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Narrative and the social construction of adulthood

  • Author(s): Hammack, PL
  • Toolis, E
  • et al.

Published Web Location

https://doi.org/10.1002/cad.20066
Abstract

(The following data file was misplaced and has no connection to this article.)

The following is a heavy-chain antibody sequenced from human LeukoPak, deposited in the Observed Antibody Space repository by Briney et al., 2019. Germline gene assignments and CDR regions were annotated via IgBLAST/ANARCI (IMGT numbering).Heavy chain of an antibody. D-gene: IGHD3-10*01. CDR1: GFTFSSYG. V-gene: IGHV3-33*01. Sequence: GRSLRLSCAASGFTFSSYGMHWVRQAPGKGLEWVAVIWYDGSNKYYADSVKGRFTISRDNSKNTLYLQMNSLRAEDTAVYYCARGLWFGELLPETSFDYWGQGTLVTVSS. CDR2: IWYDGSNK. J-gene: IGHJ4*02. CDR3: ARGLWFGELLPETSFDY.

© 2014 Wiley Periodicals, Inc. This chapter develops three points of elaboration and theoretical expansion upon Cohler's (1982) treatise on personal narrative and life course. First, we highlight Cohler's emphasis on an interpretive, idiographic approach to the study of lives and reveal the radicalism of this approach, particularly in its ability to interrogate the lived experience of social categorization. Second, we link Cohler's position directly to cultural-historical activity theory (CHAT) and consider the link between inner and social speech through the idea of narrative engagement. Finally, following Cohler's life course perspective on human development, we suggest that adulthood is best conceived as a cultural discourse to which individuals orient their personal narratives through a dynamic process of narrative engagement rather than a clearly demarcated life stage. Emerging adulthood is linked to cultural and economic processes of globalization in the 21st century and challenges static notions of social roles traditionally associated with compulsory heterosexuality (e.g., marriage and parenthood). Narrative processes in emerging adulthood occur through both situated storytelling and the formation of a life story that provides coherence and social meaning, both of which have key implications for social stasis and change.

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